State law allows collectives of patients to grow marijuana for doctor-recommended medical use. The federal government sees all marijuana use and production as illegal and, as part of a recent nationwide crackdown, raided the garden of a collective in Mendocino County that had even the sheriff's blessing.
Many in the business suspect the enforcement will drive many growers complying with the state law underground. But how many people fit this category is anybody's guess.
With no real state regulation, the line between the medical cannabis market and the plain-old illegal one has been murky. Growers can easily sell to both, trimmers work for both, and consumers can buy from both. During the holiday season, when there is a glut of cheap marijuana after the harvest, dispensaries in the Bay Area report a big drop in business as customers go to the black market.
On a recent night, six mostly dreadlocked trimmers from a grow in Calistoga dined at the upscale Sea Thai Bistro in Santa Rosa after a long day of work. They reeked of pot, but no one seemed to care.
Their circle came together mostly through the music scene and various peace-love-and-anarchy gatherings. At the world Rainbow Gathering in Argentina in March, Danielle, 21, of Israel met a German couple, Chris, 29, and Ginger, 32. Danielle traveled with her sister to Northern California, where she met a grower while listening to a band at a bar. She got a job and invited the Germans to come take part.
They joined three others from California and a brother and sister from Alaska.
The grow straddled the medical and illicit markets, selling to dispensaries and an illegal dealer in Kentucky, who paid much more. That didn't matter to them; the line seemed artificial. And while they supported full legalization, at least some suspected it would spell the end to this lifestyle.
"They would not pay us so good if it was legal,” said Chris. “If it's legal, I won't come back, because it'll be $7 an hour.”
It's not just that the price of marijuana will plummet, he said. It's that growers pay for trust as much as for labor.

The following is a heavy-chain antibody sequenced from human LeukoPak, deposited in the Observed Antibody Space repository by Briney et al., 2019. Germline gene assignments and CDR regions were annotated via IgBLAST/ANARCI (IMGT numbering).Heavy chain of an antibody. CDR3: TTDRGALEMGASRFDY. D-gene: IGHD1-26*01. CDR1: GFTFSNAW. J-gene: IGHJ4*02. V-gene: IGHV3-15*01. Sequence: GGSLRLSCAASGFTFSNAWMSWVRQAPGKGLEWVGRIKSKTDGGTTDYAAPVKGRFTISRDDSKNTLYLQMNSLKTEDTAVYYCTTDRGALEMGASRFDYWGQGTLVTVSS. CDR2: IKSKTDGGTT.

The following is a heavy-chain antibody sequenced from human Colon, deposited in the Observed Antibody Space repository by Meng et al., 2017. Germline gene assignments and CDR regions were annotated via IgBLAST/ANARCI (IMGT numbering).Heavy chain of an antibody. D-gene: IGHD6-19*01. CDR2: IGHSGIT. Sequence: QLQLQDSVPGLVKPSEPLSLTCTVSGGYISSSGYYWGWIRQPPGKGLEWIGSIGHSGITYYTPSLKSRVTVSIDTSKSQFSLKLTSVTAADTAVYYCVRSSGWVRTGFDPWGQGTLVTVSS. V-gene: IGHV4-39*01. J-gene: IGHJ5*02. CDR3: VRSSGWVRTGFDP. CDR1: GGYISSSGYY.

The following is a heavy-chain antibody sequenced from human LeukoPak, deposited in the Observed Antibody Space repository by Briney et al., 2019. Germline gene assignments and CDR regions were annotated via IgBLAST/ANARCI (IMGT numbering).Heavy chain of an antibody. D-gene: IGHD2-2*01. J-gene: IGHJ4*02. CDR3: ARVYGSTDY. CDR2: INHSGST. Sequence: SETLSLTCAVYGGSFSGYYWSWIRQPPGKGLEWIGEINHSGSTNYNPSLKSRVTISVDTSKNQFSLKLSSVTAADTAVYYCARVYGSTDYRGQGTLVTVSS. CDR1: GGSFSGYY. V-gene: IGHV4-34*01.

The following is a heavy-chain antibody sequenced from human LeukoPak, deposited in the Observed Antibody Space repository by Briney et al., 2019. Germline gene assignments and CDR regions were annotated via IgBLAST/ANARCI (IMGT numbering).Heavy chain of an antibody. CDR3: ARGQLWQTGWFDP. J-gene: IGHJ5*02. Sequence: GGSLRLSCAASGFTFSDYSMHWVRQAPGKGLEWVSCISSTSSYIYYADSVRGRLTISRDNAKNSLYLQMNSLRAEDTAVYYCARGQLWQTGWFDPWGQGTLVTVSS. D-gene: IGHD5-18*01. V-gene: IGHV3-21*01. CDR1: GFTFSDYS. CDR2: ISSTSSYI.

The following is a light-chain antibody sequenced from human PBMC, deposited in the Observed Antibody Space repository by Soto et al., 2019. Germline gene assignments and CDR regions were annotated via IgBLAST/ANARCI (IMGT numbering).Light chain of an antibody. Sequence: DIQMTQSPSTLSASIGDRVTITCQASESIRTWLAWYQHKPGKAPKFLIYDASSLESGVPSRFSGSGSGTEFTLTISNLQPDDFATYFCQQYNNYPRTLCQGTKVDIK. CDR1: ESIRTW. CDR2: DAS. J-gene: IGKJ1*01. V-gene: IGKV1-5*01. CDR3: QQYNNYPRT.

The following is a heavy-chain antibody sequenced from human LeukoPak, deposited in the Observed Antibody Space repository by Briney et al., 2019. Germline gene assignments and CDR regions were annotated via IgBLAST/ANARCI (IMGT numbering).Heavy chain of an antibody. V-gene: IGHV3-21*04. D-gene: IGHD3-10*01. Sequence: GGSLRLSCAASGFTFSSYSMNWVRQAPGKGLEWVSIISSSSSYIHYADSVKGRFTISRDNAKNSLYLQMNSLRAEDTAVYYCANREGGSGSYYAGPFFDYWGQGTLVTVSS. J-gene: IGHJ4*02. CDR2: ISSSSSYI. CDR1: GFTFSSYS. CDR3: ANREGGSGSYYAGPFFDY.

“If it's legal, they don't need people to trust.”
* * *
The Sebastopol trim operated under the aegis of medical cannabis laws, with the product going to a dispensary in the Bay Area. All the trimmers had joined the collective; they were technically patients.
Jeremiah removed a branch of cured marijuana from a black trash bag, cut off the wizened flower buds and gently placed them in his tray.
In the old days, the processing largely ended at this step — with an Army-green bud that looked like the knotted, disheveled hair of someone who had slept under a bridge for a month. But since weed became an industry, consumers have expected the scraggly “sugar leaves” to be removed and the dried flower cluster to be delicately manicured to preserve and present the glistening resin glands that hold much of the buds' potency.
The work requires a deft hand.
Jeremiah twirled a bud in his fingers and picked away at the sugar leaves with his ARS curve-tipped scissors. He wore blue nitrile rubber gloves to keep the resin from gumming up on his fingertips. (Rookies learn the hard way not to rub their eyes.)
He put the tight, smooth-shaved bud in a pile on the side of his tray and picked up the next. Every now and then, he peeled the resin off his gloves, balled up the “finger hash” and put it in a jelly bean jar to be cooked or smoked later. This was one of the perks of the job.